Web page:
On September 14, Assam government spokesman and Health Minister, Himanta Biswa Sarma said that the pact had settled the vexed border row with Bangladesh once and for all. The minister also revealed that an all-party delegation including media persons would soon visit the border areas so that everybody could have a correct assessment of the changes made with regard to the demarcation following the land-swap deal. Sarma further said that the state Assembly in its next session would devote a day to discuss the land pact with Bangladesh and its aftermath.

The clarification from the side of the state government, however, has not been able to stop the barrage of protests in the state. The AGP, AASU and other organizations are continuing with their agitation against the deal. Road blockades, rallies and dharnas are being organized to mark protest over the giving up of Assam’s land to Bangladesh. The protestors are saying that they would continue their agitation till the deal is revoked. The AGP has demanded a statement from Chief Minister Tarun Gogoi as to whether he had received authorization from any segment of the state's society like the State Assembly, the common people, the intellectuals or the political and non-political organisations that authorized him to approve the land exchange deal. As the Assam Assembly was in session during August, the Chief Minister had the chance to discuss the deal in advance on the floor of the house. But that was not done.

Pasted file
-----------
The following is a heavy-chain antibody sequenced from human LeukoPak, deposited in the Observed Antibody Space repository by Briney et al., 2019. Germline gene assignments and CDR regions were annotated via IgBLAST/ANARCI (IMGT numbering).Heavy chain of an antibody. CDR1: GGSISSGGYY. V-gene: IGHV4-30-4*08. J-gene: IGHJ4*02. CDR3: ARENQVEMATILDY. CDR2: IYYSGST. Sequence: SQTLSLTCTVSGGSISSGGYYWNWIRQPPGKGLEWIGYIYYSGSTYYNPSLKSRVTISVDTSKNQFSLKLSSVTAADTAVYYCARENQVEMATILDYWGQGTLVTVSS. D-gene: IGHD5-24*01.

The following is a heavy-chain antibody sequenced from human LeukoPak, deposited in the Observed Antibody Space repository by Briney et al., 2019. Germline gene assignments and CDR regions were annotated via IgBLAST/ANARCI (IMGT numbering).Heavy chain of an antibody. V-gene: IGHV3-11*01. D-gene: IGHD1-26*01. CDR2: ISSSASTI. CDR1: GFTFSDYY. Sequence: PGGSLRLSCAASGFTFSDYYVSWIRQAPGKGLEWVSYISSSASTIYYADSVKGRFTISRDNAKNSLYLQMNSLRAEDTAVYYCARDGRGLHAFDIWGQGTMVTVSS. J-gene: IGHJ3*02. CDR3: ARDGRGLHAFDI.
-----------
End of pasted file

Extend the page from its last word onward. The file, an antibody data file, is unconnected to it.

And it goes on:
The growing protests in the state have led the Assam Governor, J.B.Patnaik to convene a special session of the Assam Assembly to discuss the issue. The special session would be held on October 17. Ahead of that, the ruling alliance of the Congress and the Bodoland People’s front (BPF) has decided to hold a rally in Guwahati on September 24 to mobilise public opinion on the issue of the land swap deal.

The land swap deal has not been ratified in the Parliament yet. It has to be ratified by the Parliaments of both India and Bangladesh. The protestors in Assam are demanding the deal to be revoked. Every other day, one or the other organization in the state is organizing some type of a protest activity against it. The government, both at the centre and the state, has yet not been able to convince the protestors. It would be interesting to see what the government would do to pacify them. Whether it would go along with the agreement or would agree for bringing in amendments in the deal is left to be seen. As the protesting organizations don’t want even a single acre of land of Assam to be given to Bangladesh, an easy solution does not seem to be in sight for the government.

(Click here to see the text of the PROTOCOL TO THE AGREEMENT BETWEEN THE GOVERNMENT OF THE REPUBLIC OF INDIA AND THE GOVERNMENT OF THE PEOPLE’S REPUBLIC OF BANGLADESH CONCERNING THE DEMARCATION OF THE LAND BOUNDARY BETWEEN INDIA AND BANGLADESH AND RELATED MATTERS)